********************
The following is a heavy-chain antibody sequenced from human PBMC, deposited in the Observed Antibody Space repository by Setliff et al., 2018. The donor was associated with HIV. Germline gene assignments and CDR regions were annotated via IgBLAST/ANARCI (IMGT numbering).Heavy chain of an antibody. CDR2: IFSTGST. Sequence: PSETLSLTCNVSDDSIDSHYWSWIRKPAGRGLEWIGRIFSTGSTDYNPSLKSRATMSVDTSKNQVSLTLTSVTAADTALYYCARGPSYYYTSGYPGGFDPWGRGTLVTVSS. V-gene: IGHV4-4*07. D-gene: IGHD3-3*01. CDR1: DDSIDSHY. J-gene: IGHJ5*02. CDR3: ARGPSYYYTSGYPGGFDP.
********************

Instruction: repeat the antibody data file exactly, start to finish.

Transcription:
The following is a heavy-chain antibody sequenced from human PBMC, deposited in the Observed Antibody Space repository by Setliff et al., 2018. The donor was associated with HIV. Germline gene assignments and CDR regions were annotated via IgBLAST/ANARCI (IMGT numbering).Heavy chain of an antibody. CDR2: IFSTGST. Sequence: PSETLSLTCNVSDDSIDSHYWSWIRKPAGRGLEWIGRIFSTGSTDYNPSLKSRATMSVDTSKNQVSLTLTSVTAADTALYYCARGPSYYYTSGYPGGFDPWGRGTLVTVSS. V-gene: IGHV4-4*07. D-gene: IGHD3-3*01. CDR1: DDSIDSHY. J-gene: IGHJ5*02. CDR3: ARGPSYYYTSGYPGGFDP.